The Only Way I Know to Trade Post-Boom Commodity Bust

Today I received an insightful comment about commodity stocks and my recent bounce plays:

This market is nasty. The commodity stocks you point out had a little bounce yesterday but are down again today. The selling seems indiscriminate. I have only been studying the market for about 8 year so I lived through the tech bust. The volatility of this market is amazing compared to the tech bust. These commodities names have been destroyed 20% in less than a week on top of the previous declines. Hard to play this market and you are absolutely correct abtou VERY tight stops.

I agree with the comparison of the commodity boom and the late 90s tech stocks. In fact, in both my Trade Report and in this blog I have made this comparison, with examples. However, that does not mean we should shy away from playing bounces. In fact, if you study the tech bust closely, you will find powerful bounces that killed shorts and made riches for those who knew how to play them.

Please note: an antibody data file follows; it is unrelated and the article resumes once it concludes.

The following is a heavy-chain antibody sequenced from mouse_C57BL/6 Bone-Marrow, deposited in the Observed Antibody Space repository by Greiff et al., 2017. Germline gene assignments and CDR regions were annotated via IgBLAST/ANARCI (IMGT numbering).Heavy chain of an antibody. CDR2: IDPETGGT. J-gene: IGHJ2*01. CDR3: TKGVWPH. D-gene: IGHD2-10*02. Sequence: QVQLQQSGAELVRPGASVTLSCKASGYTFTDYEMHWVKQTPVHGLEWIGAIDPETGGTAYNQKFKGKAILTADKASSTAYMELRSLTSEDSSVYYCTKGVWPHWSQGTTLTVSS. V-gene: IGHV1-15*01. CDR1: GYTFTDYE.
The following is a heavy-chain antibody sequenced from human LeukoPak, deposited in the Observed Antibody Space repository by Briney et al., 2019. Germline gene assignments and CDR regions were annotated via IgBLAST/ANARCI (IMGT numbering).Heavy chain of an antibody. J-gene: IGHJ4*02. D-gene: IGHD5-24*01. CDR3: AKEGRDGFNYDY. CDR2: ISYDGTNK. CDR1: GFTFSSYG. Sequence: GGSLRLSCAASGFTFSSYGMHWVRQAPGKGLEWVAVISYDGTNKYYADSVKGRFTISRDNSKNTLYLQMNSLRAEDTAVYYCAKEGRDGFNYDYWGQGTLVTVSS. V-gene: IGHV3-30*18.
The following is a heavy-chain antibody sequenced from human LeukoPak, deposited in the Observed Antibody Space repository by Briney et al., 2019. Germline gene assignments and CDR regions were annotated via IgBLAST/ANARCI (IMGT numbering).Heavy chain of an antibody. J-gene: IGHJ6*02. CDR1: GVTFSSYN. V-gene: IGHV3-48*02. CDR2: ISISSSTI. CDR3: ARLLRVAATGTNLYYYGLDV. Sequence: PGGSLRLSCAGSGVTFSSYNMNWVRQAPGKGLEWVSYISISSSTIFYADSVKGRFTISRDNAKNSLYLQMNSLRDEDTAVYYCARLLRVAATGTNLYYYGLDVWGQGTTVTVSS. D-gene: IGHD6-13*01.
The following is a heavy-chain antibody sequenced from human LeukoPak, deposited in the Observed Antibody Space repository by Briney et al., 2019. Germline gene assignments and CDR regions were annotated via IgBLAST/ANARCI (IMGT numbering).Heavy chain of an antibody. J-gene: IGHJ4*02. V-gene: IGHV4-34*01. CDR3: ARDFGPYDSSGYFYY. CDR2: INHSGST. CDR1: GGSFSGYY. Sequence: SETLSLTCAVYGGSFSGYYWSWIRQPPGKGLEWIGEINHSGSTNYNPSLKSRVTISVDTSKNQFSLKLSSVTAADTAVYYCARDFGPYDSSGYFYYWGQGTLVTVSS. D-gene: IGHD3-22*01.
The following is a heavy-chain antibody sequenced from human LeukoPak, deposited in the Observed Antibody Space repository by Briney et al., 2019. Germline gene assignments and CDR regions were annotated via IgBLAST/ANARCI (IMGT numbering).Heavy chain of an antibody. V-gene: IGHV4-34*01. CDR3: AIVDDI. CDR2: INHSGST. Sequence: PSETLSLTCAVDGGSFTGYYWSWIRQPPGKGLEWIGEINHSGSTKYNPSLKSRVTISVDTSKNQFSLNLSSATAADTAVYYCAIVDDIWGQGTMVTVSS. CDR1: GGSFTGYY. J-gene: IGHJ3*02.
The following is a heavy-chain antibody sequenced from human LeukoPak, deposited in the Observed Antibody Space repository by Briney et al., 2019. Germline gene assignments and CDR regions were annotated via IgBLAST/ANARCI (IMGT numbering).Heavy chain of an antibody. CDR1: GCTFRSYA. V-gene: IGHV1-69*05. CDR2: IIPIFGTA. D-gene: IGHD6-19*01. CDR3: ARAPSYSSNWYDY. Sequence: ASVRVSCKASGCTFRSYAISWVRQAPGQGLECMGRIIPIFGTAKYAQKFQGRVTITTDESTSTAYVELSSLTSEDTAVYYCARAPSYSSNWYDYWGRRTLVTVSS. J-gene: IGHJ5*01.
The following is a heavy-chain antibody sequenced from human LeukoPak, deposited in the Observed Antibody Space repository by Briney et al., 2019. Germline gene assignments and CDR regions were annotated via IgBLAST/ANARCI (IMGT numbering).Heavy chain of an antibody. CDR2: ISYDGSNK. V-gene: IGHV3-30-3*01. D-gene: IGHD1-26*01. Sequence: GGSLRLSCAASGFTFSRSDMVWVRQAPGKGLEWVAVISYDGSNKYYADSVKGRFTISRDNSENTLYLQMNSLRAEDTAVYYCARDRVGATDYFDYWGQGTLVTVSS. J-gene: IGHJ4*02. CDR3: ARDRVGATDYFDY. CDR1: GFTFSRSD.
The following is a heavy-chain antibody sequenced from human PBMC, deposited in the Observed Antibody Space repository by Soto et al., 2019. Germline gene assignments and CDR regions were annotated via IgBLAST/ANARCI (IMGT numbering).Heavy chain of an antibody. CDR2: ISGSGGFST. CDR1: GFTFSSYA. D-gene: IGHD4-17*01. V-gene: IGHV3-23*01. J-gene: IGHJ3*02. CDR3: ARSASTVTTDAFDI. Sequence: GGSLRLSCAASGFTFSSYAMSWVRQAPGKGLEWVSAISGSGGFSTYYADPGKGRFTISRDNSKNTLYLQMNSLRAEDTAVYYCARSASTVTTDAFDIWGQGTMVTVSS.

I will get into it in more detail over the weekend. For now, keep in mind that you have to be careful both long and short with the commodity stocks. Even in a downtrend, you can get killed going short (especially if entered after big down moves). My studies of previous busts (tech in the 90s, television and radio pre-70s, copy machines, etc) show that it’s best to only enter during extreme conditions. Go short when the market is overbought on low volume pullbacks to strong resistance levels.

Play bounces when markets are extremely oversold–and I mean extreme. Keep tight stops. You may get stopped out a few times. That’s okay. The bounces that do work will more than make up for the small losses taken.

This weekend I’ll post some enlightening examples of the old high flying tech stocks, and compare them to the current commodity bubble.


One thought on “The Only Way I Know to Trade Post-Boom Commodity Bust

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  1. Thanks for the response. I am continually learning and having your comments has helped. I just started a personal trading blog today after not managing my trades very well in my head.


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